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In 1789, Salem merchant Joshua Ward was granted the rare honor of a visit to his home by then-president George Washington. The home where Washington spent a night was originally constructed in 1784, centrally located on Salem’s Washington Street. Remarkably, the building has remained under the control of private owners throughout its lifetime. “I’m constantly surprised that a building with so much rich history is privately-owned, and not a museum,” says current owner. Waller and his wife, Kim, opened the home to the public in November 2015 in its current incarnation: the historic Merchant Inn, which honors Ward’s legacy with a playful tagline: “Rum, Pepper, and a little bit of mystery.”

The Merchant Inn represents the best of what Salem has to offer: a sense of history and gravitas melded with modern amenities and a contemporary reimagining of the space, thanks to an extensive renovation by Waller and a variety of local craftsmen. “The project was really a labor of love,” says Waller. “It’s such an amazing building, and everyone who worked on it really appreciated the history.” The renovation maintained the home’s historical treasures, including the characteristically Salem McIntyre staircase and woodwork and original fireplaces in the hotel’s common room, complete with firebacks said to have been created by Paul Revere. The idea was to maintain the building’s character “while also making it appeal to the modern-day traveler,” says interior designer Rachel Reider, who collaborated with Waller to create the inn’s luxe interior.

The blend of classic and contemporary is most obvious in the guest lounge, where “rich jewel-tone fabrics are paired with more modern-day furniture frames,” Reider explains. “The juxtaposing of old and new come together to create a very layered, warm, and inviting atmosphere for guests to gather.” The lounge has become a popular place for guests to relax in the mornings and evenings, according to Merchant manager Jennifer Rein. “We encourage guests to grab a bottle of wine and cheese or dessert from one of the local shops to bring back to the lounge,” she says. “It’s a wonderful way for guests to enjoy our space while supporting other local businesses.” The lounge is often the first sight visitors see upon entering—its bold, rich design sets a welcoming tone that guests continue to experience throughout their stay.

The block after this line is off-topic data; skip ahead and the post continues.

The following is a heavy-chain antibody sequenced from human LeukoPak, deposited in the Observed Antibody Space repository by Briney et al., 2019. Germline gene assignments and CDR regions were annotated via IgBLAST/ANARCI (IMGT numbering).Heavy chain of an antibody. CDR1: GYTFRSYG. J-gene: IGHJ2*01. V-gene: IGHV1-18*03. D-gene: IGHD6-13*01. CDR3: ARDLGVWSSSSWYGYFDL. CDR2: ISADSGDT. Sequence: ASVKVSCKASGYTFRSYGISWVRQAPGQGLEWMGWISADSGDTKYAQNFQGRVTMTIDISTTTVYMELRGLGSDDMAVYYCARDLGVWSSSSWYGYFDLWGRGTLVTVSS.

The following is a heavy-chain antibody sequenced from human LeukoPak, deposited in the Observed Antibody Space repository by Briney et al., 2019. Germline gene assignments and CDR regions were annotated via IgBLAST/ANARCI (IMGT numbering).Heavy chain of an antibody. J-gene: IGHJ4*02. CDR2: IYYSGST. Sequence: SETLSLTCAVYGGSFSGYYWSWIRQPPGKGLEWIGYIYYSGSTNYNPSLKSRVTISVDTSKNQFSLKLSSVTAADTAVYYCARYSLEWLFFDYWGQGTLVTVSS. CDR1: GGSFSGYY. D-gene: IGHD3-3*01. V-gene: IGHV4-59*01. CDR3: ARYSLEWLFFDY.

The hotel’s 11 comfortable, well-appointed rooms vary in size and shape, but never in quality; each queen-deluxe and king-deluxe room has its own bold décor, high-end furnishings and bed linens, and spa-like bathroom with heated floors. The Washington Room, where the president is said to have stayed in 1789, draws guests with a patriotic streak; keeping with the American theme, an antique eagle wall decoration—sourced from from APH Waller & Sons, an Essex antique dealership owned by Todd Waller’s father—sits above the fireplace. The Lark Suite, nestled into the eaves, offers a serene, private experience that often attracts honeymooners and other happy couples, according to Rein. “It’s a really intimate hideaway,” she explains. “There are some fun nooks and crannies, and the light color scheme makes it feel cozy but not cramped.” A luxurious king bed and spa-like bath with a shower and freestanding soaking tub enhance the exclusive feel of the suite, and Waller and Rein have big plans for the room’s skylight, which opens onto the home’s original widow’s walk. “We hope to add a ladder from the suite through the skylight, to open the widow’s walk into a private roof deck for guests in the suite,” says Rein.

While the inn’s timeless design and historical importance are part of its charm, The Merchant’s most memorable characteristic is the unparalleled customer service that Waller and Rein provide. Hotel collective Lark Hotels, a group that manages boutique hotels throughout New England and California, serves as The Merchant Inn’s management group; the collaboration was “natural,” for Waller. “My number one priority has always been customer service,” he explains. “Lark Hotels has the same focus.” The Merchant takes the Lark promise to heart: “Amenities you desire. Service you’ll remember. A touch of mischief.”

An additional deck on the second floor, open to all guests, is one of the many amenities offered to Merchant guests, who can also enjoy coffee, cold beverages, and healthy snacks at any time during their stay. This year, the couple will introduce a small plates for breakfast, a tapas-like twist on the typical continental spread. Rein and Waller, both long-time locals, are always happy to provide recommendations for restaurants, museums, or North Shore historical landmarks. “There are so many riches in this area for guests to enjoy,” notes Rein. “We’re so excited for our first summer, when guests will be able to get out on the water and enjoy Salem’s maritime culture and history.”

From the start, The Merchant has engaged with Salem’s present as much as with its past; “One of Salem’s greatest benefits is its diverse community of individuals and businesses,” says Waller. “As a central hub of the North Shore, Salem has all the amenities of Boston but at much lower [prices]. Salem’s hospitality industry has really thrived in recent years, and I’m so excited The Merchant can be a part of that.”